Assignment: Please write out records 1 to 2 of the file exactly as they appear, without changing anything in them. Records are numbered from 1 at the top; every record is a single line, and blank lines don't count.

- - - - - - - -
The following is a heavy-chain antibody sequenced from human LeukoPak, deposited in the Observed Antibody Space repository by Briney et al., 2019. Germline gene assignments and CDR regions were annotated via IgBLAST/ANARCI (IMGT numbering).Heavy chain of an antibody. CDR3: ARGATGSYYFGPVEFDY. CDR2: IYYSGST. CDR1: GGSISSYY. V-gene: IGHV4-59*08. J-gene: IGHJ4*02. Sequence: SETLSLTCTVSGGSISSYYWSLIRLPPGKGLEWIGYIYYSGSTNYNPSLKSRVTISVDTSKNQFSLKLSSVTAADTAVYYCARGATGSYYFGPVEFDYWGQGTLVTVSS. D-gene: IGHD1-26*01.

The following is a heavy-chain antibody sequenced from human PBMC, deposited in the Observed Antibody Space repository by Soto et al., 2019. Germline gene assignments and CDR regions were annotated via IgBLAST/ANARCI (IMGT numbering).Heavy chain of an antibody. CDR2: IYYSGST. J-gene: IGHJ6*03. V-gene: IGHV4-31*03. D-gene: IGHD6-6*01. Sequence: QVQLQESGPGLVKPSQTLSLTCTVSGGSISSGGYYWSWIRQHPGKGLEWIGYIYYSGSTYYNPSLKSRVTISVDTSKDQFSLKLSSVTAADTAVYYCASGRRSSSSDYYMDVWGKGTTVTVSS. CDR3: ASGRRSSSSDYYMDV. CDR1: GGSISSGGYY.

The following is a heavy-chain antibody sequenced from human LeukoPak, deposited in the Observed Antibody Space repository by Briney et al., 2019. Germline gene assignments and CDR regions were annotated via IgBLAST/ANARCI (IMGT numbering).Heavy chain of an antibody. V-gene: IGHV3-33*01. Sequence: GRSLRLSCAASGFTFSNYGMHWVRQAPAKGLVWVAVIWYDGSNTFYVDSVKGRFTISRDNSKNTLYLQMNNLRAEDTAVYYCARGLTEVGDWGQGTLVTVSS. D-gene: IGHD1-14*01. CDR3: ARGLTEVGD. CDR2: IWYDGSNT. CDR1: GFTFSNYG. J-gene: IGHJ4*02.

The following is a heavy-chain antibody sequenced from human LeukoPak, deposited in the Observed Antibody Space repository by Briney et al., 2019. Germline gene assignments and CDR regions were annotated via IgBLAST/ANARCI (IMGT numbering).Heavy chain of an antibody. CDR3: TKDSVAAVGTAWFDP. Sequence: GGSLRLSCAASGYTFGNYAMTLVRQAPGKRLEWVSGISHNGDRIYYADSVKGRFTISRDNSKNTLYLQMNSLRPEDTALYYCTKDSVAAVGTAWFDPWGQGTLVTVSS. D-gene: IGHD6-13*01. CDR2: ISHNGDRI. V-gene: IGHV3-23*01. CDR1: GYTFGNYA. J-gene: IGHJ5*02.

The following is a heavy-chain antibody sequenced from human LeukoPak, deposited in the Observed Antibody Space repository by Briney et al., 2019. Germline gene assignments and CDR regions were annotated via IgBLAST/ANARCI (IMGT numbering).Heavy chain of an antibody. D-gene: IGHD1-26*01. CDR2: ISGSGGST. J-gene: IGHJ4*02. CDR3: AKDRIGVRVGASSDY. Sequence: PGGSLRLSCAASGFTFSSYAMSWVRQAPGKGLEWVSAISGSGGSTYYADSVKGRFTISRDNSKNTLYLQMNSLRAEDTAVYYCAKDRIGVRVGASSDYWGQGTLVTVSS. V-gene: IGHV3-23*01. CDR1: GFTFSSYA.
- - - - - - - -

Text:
The following is a heavy-chain antibody sequenced from human LeukoPak, deposited in the Observed Antibody Space repository by Briney et al., 2019. Germline gene assignments and CDR regions were annotated via IgBLAST/ANARCI (IMGT numbering).Heavy chain of an antibody. CDR3: ARGATGSYYFGPVEFDY. CDR2: IYYSGST. CDR1: GGSISSYY. V-gene: IGHV4-59*08. J-gene: IGHJ4*02. Sequence: SETLSLTCTVSGGSISSYYWSLIRLPPGKGLEWIGYIYYSGSTNYNPSLKSRVTISVDTSKNQFSLKLSSVTAADTAVYYCARGATGSYYFGPVEFDYWGQGTLVTVSS. D-gene: IGHD1-26*01.

The following is a heavy-chain antibody sequenced from human PBMC, deposited in the Observed Antibody Space repository by Soto et al., 2019. Germline gene assignments and CDR regions were annotated via IgBLAST/ANARCI (IMGT numbering).Heavy chain of an antibody. CDR2: IYYSGST. J-gene: IGHJ6*03. V-gene: IGHV4-31*03. D-gene: IGHD6-6*01. Sequence: QVQLQESGPGLVKPSQTLSLTCTVSGGSISSGGYYWSWIRQHPGKGLEWIGYIYYSGSTYYNPSLKSRVTISVDTSKDQFSLKLSSVTAADTAVYYCASGRRSSSSDYYMDVWGKGTTVTVSS. CDR3: ASGRRSSSSDYYMDV. CDR1: GGSISSGGYY.